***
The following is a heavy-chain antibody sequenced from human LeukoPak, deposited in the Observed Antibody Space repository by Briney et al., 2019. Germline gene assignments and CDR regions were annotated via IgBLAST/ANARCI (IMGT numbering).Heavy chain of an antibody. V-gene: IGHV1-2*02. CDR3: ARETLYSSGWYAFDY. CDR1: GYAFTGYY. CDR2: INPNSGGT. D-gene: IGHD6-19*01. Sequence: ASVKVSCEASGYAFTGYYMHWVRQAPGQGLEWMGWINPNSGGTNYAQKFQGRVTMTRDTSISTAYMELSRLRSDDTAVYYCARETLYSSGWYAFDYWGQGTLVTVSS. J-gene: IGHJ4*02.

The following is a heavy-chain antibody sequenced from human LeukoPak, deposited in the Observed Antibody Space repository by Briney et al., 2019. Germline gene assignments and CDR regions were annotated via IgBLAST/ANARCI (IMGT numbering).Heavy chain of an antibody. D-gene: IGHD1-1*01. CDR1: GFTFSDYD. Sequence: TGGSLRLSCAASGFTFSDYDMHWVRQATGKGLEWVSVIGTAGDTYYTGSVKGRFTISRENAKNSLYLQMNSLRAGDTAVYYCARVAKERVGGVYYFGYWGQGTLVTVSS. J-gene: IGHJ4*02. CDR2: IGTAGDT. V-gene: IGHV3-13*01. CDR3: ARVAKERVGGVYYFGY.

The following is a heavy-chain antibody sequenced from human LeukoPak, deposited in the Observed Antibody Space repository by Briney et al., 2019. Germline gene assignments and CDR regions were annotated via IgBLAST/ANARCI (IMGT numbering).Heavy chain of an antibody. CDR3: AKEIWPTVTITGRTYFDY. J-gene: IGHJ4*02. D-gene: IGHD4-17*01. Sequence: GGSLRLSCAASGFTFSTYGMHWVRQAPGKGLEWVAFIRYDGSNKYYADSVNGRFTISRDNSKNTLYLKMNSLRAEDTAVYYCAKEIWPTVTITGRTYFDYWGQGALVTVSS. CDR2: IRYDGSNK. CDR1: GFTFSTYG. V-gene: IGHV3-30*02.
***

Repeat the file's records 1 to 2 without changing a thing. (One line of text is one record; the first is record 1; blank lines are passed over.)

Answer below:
The following is a heavy-chain antibody sequenced from human LeukoPak, deposited in the Observed Antibody Space repository by Briney et al., 2019. Germline gene assignments and CDR regions were annotated via IgBLAST/ANARCI (IMGT numbering).Heavy chain of an antibody. V-gene: IGHV1-2*02. CDR3: ARETLYSSGWYAFDY. CDR1: GYAFTGYY. CDR2: INPNSGGT. D-gene: IGHD6-19*01. Sequence: ASVKVSCEASGYAFTGYYMHWVRQAPGQGLEWMGWINPNSGGTNYAQKFQGRVTMTRDTSISTAYMELSRLRSDDTAVYYCARETLYSSGWYAFDYWGQGTLVTVSS. J-gene: IGHJ4*02.

The following is a heavy-chain antibody sequenced from human LeukoPak, deposited in the Observed Antibody Space repository by Briney et al., 2019. Germline gene assignments and CDR regions were annotated via IgBLAST/ANARCI (IMGT numbering).Heavy chain of an antibody. D-gene: IGHD1-1*01. CDR1: GFTFSDYD. Sequence: TGGSLRLSCAASGFTFSDYDMHWVRQATGKGLEWVSVIGTAGDTYYTGSVKGRFTISRENAKNSLYLQMNSLRAGDTAVYYCARVAKERVGGVYYFGYWGQGTLVTVSS. J-gene: IGHJ4*02. CDR2: IGTAGDT. V-gene: IGHV3-13*01. CDR3: ARVAKERVGGVYYFGY.